• The risk of an earthquake causing critical damage to a nuclear power plant has been the subject of lawsuits filed by local residents in various parts of Japan over the years, but to date none of these legal actions has led to operations at a plant being suspended.
  • The courts have been inclined to accept arguments that nuclear power plants are safe, citing the highly technical nature of atomic power generation. In light of the ongoing crisis at Fukushima, however, critics say the judges should be held accountable for abandoning their role to properly scrutinize such cases.

Anti-nuclear plant candidates secure some seats in local elections - April 25, Kyodo

  • A number of opponents of nuclear power plants won seats in the assemblies of host municipalities in Sunday's nationwide local elections in the wake of the crisis at the Fukushima Daiichi complex, including one candidate who drew the largest number of votes in his town.

Fukushima Pref. to cull dying livestock in 20-km radius of nuke plant - April 25, Kyodo

  • Six Fukushima prefectural government workers dressed in protective outfits went into the no-entry zone within a 20-kilometer radius of the crisis-hit nuclear power plant in the northeastern Japanese prefecture Monday to begin work to cull starving livestock.

Monitoring rising temperatures - NHK, April 25, 2011

  • The operator of the troubled Fukushima Daiichi nuclear power plant is carefully monitoring the situation at the Number 4 spent fuel pool, where the water temperature is rising despite increased injections of cooling water.
  • Tokyo Electric Power Company, or TEPCO, says it will inject 210 tons of water into the pool on Monday, after finding on Sunday evening that the temperature in the pool had risen to 81 degrees Celsius
  • http://www3.nhk.or.jp/daily/english/25_12.html

Fukushima restricts park use - NHK, April 25, 2011

  • Fukushima Prefecture is restricting the use of 5 of its public parks due to high levels of radiation, causing concerns among nearby residents and park visitors.
  • The prefecture announced on Monday that it would limit the use of the parks to one hour a day, as radiation readings at the 5 facilities were at or above the safety limit set for outdoor activities in schools.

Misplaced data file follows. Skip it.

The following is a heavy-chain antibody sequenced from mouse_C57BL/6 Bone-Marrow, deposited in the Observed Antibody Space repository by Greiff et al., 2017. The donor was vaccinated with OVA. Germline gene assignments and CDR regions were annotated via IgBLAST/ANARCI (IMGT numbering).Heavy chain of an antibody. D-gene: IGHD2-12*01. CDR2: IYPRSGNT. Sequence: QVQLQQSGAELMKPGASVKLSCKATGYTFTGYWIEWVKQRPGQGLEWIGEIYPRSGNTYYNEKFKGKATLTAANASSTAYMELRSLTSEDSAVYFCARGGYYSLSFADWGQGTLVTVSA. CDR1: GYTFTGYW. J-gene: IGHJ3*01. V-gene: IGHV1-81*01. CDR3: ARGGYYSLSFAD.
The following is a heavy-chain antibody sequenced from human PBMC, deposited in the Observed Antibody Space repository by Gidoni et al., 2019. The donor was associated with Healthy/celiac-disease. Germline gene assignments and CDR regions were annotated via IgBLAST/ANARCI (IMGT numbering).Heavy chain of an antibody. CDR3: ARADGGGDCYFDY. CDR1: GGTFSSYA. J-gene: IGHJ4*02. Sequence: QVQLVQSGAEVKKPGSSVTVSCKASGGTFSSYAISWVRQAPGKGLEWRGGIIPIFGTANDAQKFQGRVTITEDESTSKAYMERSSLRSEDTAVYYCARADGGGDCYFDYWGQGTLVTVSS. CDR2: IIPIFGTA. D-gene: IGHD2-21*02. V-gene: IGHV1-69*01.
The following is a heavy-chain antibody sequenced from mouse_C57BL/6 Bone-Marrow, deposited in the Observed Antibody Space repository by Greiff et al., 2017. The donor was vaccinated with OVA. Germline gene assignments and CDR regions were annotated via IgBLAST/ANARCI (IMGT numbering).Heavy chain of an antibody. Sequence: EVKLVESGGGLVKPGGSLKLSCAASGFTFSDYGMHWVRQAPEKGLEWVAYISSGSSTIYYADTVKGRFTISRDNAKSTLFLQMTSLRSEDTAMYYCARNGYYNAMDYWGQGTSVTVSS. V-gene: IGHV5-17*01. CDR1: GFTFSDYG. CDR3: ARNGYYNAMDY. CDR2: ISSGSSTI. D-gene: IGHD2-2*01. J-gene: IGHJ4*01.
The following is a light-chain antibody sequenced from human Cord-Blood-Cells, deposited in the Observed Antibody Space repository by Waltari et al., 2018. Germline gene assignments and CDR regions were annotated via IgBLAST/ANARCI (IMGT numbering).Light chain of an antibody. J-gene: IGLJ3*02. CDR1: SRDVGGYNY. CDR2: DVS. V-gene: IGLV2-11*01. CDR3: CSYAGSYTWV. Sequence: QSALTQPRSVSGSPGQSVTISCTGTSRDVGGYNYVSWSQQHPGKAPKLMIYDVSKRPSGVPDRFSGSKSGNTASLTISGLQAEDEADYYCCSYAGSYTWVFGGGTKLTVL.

• http://www3.nhk.or.jp/daily/english/25_19.html

Rewiring starts at Fukushima Daiichi - NHK, April 25, 2011

  • Tokyo Electric Power Company is rewiring the power grid at its Fukushima Daiichi nuclear plant to secure the electricity supply in case of another strong quake.
  • The plant's 6 reactors are now connected in pairs to external power sources. TEPCO began connecting the cables for the No.1 and No.2 reactors with the grid for the No.5 and No.6 reactors on Monday.
  • This is to ensure that if any one of the 3 outside sources is cut off, the others can be used to cool the reactors.
  • http://www3.nhk.or.jp/daily/english/25_21.html

Radioactive materials found in Japanese bird feed - April 25, Yonhap

  • Traces of radioactive materials have been detected in bird feed imported from Japan, though the concentration levels are below permissible levels, the government said Monday.
  • South Korea began checking animal feed imported from Japan for radioactive containments from March 29 onwards, after the Fukushima nuclear power station started releasing radioactive materials into the environment in mid-March. As of last week, 52 shipments totaling 390.3 tons of feed have been checked.

Govt was unaware of hydrogen explosion risk - April 26, 2011, JAIF

  • An advisor to Prime Minister Naoto Kan says no one in the government knew of the risk of a hydrogen explosion in the initial stages of the emergency at the Fukushima Daiichi nuclear plant.